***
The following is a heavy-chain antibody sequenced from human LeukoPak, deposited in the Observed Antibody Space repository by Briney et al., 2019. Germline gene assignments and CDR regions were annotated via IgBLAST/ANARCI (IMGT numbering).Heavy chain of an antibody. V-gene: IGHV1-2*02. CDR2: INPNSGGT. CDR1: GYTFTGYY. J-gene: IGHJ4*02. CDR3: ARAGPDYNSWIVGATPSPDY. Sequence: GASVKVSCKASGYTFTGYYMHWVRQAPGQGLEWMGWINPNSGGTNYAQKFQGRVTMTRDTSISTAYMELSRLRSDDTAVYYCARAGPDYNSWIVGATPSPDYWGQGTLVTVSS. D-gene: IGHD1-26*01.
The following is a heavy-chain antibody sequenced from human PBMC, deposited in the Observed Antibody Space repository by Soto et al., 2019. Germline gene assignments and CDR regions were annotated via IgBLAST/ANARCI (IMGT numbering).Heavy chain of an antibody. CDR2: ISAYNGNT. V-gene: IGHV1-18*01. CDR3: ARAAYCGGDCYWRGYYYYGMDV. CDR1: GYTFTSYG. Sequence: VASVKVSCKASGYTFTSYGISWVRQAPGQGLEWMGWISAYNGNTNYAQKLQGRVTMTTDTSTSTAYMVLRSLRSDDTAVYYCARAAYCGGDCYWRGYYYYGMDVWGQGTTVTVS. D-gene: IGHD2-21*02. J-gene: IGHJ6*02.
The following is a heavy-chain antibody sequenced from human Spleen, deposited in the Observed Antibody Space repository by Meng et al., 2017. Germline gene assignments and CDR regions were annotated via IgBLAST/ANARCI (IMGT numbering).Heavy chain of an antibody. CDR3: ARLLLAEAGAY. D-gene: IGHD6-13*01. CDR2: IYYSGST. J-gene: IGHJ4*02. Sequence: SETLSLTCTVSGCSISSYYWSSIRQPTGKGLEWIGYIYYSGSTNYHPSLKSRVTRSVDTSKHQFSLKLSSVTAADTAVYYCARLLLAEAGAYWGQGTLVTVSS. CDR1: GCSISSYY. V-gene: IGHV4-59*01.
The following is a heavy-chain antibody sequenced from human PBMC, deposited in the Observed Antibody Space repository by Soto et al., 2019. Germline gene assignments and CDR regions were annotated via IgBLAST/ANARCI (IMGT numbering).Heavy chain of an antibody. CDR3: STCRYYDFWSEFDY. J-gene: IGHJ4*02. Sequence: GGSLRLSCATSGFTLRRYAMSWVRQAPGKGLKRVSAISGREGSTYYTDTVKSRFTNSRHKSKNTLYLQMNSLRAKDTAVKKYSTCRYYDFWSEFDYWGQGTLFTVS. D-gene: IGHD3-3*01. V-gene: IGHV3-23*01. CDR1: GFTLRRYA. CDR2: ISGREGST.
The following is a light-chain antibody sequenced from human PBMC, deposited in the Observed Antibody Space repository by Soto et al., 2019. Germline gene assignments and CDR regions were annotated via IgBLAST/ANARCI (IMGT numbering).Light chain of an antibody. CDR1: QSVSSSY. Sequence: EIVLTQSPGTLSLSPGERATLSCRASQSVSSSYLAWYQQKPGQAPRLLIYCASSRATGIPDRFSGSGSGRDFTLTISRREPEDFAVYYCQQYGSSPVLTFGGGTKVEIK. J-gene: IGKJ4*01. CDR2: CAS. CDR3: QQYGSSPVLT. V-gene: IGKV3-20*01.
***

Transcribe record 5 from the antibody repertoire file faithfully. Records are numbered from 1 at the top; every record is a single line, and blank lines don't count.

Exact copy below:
The following is a light-chain antibody sequenced from human PBMC, deposited in the Observed Antibody Space repository by Soto et al., 2019. Germline gene assignments and CDR regions were annotated via IgBLAST/ANARCI (IMGT numbering).Light chain of an antibody. CDR1: QSVSSSY. Sequence: EIVLTQSPGTLSLSPGERATLSCRASQSVSSSYLAWYQQKPGQAPRLLIYCASSRATGIPDRFSGSGSGRDFTLTISRREPEDFAVYYCQQYGSSPVLTFGGGTKVEIK. J-gene: IGKJ4*01. CDR2: CAS. CDR3: QQYGSSPVLT. V-gene: IGKV3-20*01.